Reflections on Brexit

Please note this is a republished blog by David Legge blogging at and email

Class analysis, adapted to contemporary globalisation, provides useful insights into Brexit against a background of global instability and slowing growth. At one pole is the transnational capitalist class, a richly networked, self-aware class comprising the owners and managers of transnational corporations and their political hangers-on (the 1%).  Counter-posed to the 1% are the much more dispersed, and nationally oriented working classes, middle classes and marginalised classes.

The global economy is slipping into a crisis of over-production, under-consumption and over-accumulation.  We can produce more stuff for more people with fewer workers (relatively) than ever before.  This is fine except that fewer workers means slowing demand because fewer people have wages to buy stuff. Slowing demand means that less profit is invested in productive capacity and more flows into the finance sector where it is lent out to support speculation and debt fuelled consumption (and a continuing tithe to the rent seekers of the financial sector).  Asset bubbles and excessive debt contribute to recurrent crises, uncertainty and insecurity.

The transnational capitalist class seeks to shore up their position in the face of instability and slowing growth by not paying taxes, demanding small government and privatisation, forcing wages down (for those who still have jobs) and externalising production costs to the environment (by deferring action on climate change). Critical to this program are the trade deals which drive economic integration, raise the rent on intellectual property rights, and prevent government regulation of transnational capitalist enterprise. The European Union projects a vision of inclusion and an end to warring nationalisms but it also epitomises the project of global economic integration whereby fewer but bigger corporations weave their supply chains across further boundaries and dominate larger markets.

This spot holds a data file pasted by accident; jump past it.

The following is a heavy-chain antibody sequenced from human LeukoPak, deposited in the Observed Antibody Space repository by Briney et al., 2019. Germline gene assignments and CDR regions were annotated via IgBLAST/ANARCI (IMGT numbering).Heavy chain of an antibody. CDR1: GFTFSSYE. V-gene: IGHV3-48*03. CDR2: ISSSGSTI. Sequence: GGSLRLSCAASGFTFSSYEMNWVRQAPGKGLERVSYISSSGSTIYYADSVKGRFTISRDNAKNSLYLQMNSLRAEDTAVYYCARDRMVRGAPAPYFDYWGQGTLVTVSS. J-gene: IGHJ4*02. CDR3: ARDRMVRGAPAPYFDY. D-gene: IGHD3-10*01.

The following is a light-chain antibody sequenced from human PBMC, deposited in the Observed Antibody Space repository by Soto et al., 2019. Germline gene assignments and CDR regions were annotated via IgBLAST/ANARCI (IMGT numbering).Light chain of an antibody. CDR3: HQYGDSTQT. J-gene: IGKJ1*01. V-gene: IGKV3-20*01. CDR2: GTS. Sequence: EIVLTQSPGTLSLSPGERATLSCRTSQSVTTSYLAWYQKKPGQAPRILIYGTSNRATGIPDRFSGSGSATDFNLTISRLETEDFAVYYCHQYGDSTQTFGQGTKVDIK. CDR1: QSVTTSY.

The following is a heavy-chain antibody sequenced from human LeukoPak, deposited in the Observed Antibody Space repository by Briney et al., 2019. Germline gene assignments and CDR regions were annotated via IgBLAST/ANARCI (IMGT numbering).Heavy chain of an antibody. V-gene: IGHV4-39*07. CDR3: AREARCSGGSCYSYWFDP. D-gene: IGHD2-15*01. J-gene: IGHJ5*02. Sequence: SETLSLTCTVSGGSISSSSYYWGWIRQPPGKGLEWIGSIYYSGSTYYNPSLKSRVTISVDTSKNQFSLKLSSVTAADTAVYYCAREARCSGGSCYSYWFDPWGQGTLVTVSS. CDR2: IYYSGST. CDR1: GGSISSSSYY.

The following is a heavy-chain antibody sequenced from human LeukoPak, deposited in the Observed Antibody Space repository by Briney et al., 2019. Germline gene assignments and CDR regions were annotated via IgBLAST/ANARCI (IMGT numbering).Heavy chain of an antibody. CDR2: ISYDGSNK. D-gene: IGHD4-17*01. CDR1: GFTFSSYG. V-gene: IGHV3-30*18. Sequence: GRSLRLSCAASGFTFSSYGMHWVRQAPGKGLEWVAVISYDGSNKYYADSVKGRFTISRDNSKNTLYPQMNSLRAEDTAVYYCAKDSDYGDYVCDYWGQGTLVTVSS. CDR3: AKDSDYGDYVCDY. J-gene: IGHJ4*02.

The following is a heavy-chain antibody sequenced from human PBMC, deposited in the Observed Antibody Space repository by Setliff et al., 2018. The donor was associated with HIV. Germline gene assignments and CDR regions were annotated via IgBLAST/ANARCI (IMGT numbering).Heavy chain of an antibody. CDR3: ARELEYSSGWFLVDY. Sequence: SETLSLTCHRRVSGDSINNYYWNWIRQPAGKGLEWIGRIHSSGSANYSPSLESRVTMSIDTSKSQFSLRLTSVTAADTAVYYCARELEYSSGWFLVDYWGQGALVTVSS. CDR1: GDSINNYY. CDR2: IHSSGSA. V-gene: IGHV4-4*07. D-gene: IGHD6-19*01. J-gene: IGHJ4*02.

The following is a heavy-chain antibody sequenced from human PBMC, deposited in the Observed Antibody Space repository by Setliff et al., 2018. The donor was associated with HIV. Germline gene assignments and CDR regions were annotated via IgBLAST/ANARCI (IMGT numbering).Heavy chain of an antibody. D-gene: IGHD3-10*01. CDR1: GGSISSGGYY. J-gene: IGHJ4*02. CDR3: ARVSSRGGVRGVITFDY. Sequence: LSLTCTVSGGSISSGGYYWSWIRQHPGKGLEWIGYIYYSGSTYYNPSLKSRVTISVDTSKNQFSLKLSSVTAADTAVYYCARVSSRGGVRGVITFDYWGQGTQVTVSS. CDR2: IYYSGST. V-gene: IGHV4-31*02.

The global 99%, the working classes, middle classes and marginalised classes of both the rich and poor worlds, lack the shared identity and communication channels of the transnational capitalist class. As individuals, people are kind and lead decent lives but the political reactions from these dispersed classes to the crisis of economic globalisation (and the policy strategies of the 1%) include irrational violence, xenophobia and communalism, and support for political ferals such as Donald Trump and various European neo-fascists.

The English vote for exiting the EU is a clear rejection of the continuing transnational capitalist project of economic integration and the rising inequality, austerity and privatisation which have accompanied this. However, the xenophobia which wafts out of Brexit is a warning of the Armageddon which hangs over us if the transnational capitalist class is not checked and if we cannot build common cause across the national working, middle and marginalised classes around a more sustainable and convivial vision. The lack of leadership from the political class in the face of this challenge is disappointing.

2 thoughts on “Reflections on Brexit”

  1. Class analysis is what we need and the outline above is pretty much right on the button. We had a good discussion of the immigration issue at Berwick Trades Council (right on the border and we cross the border since that is the labour market) and agreed that the problem was not immigration per se – there are a lot of EU accession migrants in the area mainly working in food processing plants – but immigration coupled with a legislative framework – Thatcher’s and untouched by the rubbish Blair / Brown adminstrations – which makes trade union action so very difficult. The SNP have taken a ‘we need immigrants’ line and actually led from the front, even if really only on a liberal basis. It worked! Borders voted in for the EU. Northumberland was for out.

  2. I am not certain that the 1%/99% dichotomy is useful. Needed, rather, is an analysis of class coalitions. In the UK, at least before the referendum, the dominant coalition was between plutocrats and an electorally decisive segment of the middle class. Comparisons with Chile post-1970 are useful, and as subsequent Chilean politics show, these alliances can be quite durable and resilient. They can be defeated at the polls, but even in defeat they can limit the options for progressive reforms.

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